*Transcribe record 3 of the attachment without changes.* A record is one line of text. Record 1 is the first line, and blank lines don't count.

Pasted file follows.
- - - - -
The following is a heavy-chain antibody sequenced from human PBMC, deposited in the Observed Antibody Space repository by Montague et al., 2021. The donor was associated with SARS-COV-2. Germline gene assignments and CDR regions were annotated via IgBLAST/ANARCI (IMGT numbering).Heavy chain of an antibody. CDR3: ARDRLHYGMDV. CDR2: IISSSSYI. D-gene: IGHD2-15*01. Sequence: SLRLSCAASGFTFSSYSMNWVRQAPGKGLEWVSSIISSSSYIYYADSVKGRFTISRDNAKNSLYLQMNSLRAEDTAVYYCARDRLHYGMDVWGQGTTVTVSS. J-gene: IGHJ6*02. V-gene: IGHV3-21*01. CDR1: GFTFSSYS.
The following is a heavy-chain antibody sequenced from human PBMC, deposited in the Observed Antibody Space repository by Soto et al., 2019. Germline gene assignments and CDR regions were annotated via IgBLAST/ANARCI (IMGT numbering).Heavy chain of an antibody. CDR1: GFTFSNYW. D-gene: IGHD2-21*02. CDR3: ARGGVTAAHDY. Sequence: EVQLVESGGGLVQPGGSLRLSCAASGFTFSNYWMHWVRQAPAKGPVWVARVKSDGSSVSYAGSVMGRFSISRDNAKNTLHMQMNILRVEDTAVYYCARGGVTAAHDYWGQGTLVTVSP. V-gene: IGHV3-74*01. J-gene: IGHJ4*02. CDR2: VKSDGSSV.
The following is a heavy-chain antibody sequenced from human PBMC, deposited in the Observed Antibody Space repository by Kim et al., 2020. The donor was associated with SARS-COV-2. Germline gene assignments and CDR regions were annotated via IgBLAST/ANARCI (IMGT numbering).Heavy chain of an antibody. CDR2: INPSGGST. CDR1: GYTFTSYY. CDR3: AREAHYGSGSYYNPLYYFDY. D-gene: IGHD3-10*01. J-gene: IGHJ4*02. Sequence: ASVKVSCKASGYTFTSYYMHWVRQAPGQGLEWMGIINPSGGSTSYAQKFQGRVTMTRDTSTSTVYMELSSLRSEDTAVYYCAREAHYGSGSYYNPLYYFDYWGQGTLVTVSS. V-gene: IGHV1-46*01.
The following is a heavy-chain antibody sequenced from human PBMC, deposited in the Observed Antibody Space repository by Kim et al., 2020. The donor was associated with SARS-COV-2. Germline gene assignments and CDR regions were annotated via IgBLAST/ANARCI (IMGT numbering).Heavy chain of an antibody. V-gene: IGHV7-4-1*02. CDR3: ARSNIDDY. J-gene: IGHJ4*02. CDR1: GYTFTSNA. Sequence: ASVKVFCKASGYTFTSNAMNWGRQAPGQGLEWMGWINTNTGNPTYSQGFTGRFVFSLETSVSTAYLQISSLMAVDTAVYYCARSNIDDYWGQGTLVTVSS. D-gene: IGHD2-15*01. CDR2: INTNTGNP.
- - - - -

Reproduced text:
The following is a heavy-chain antibody sequenced from human PBMC, deposited in the Observed Antibody Space repository by Kim et al., 2020. The donor was associated with SARS-COV-2. Germline gene assignments and CDR regions were annotated via IgBLAST/ANARCI (IMGT numbering).Heavy chain of an antibody. CDR2: INPSGGST. CDR1: GYTFTSYY. CDR3: AREAHYGSGSYYNPLYYFDY. D-gene: IGHD3-10*01. J-gene: IGHJ4*02. Sequence: ASVKVSCKASGYTFTSYYMHWVRQAPGQGLEWMGIINPSGGSTSYAQKFQGRVTMTRDTSTSTVYMELSSLRSEDTAVYYCAREAHYGSGSYYNPLYYFDYWGQGTLVTVSS. V-gene: IGHV1-46*01.